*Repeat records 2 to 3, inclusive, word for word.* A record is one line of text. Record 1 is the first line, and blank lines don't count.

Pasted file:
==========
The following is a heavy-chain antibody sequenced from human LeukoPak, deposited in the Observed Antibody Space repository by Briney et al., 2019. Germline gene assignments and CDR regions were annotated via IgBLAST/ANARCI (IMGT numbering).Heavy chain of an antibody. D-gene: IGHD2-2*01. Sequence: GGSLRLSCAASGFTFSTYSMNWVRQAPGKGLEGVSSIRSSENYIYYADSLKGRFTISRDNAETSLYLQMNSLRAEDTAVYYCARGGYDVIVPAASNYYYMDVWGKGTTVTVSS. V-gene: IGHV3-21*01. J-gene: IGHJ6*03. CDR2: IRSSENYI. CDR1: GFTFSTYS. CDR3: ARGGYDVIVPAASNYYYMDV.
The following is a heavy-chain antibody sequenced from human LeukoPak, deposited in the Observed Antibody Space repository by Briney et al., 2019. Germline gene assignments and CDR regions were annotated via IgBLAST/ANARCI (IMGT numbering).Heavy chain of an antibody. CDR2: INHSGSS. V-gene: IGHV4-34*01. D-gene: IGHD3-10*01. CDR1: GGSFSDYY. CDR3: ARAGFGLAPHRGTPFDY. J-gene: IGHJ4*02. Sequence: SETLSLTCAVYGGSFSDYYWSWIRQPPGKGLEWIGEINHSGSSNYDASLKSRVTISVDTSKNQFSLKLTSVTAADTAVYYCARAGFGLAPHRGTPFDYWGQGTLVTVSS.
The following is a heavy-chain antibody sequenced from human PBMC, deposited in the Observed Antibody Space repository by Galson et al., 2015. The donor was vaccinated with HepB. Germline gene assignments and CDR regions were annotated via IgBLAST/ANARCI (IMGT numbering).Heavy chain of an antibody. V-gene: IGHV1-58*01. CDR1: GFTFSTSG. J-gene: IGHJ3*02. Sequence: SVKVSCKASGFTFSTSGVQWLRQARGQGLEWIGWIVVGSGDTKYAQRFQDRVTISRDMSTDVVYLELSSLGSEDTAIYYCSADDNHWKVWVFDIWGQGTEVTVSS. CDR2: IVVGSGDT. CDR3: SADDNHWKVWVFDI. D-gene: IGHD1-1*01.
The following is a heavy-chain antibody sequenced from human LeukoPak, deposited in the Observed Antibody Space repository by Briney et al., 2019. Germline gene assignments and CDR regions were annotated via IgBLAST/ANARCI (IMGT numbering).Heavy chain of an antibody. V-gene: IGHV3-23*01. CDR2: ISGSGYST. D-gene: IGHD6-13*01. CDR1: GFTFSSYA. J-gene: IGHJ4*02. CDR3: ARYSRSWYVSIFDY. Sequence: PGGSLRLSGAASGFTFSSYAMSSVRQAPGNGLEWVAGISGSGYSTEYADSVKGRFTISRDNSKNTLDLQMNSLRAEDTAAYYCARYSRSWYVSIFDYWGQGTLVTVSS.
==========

The following is a heavy-chain antibody sequenced from human LeukoPak, deposited in the Observed Antibody Space repository by Briney et al., 2019. Germline gene assignments and CDR regions were annotated via IgBLAST/ANARCI (IMGT numbering).Heavy chain of an antibody. CDR2: INHSGSS. V-gene: IGHV4-34*01. D-gene: IGHD3-10*01. CDR1: GGSFSDYY. CDR3: ARAGFGLAPHRGTPFDY. J-gene: IGHJ4*02. Sequence: SETLSLTCAVYGGSFSDYYWSWIRQPPGKGLEWIGEINHSGSSNYDASLKSRVTISVDTSKNQFSLKLTSVTAADTAVYYCARAGFGLAPHRGTPFDYWGQGTLVTVSS.
The following is a heavy-chain antibody sequenced from human PBMC, deposited in the Observed Antibody Space repository by Galson et al., 2015. The donor was vaccinated with HepB. Germline gene assignments and CDR regions were annotated via IgBLAST/ANARCI (IMGT numbering).Heavy chain of an antibody. V-gene: IGHV1-58*01. CDR1: GFTFSTSG. J-gene: IGHJ3*02. Sequence: SVKVSCKASGFTFSTSGVQWLRQARGQGLEWIGWIVVGSGDTKYAQRFQDRVTISRDMSTDVVYLELSSLGSEDTAIYYCSADDNHWKVWVFDIWGQGTEVTVSS. CDR2: IVVGSGDT. CDR3: SADDNHWKVWVFDI. D-gene: IGHD1-1*01.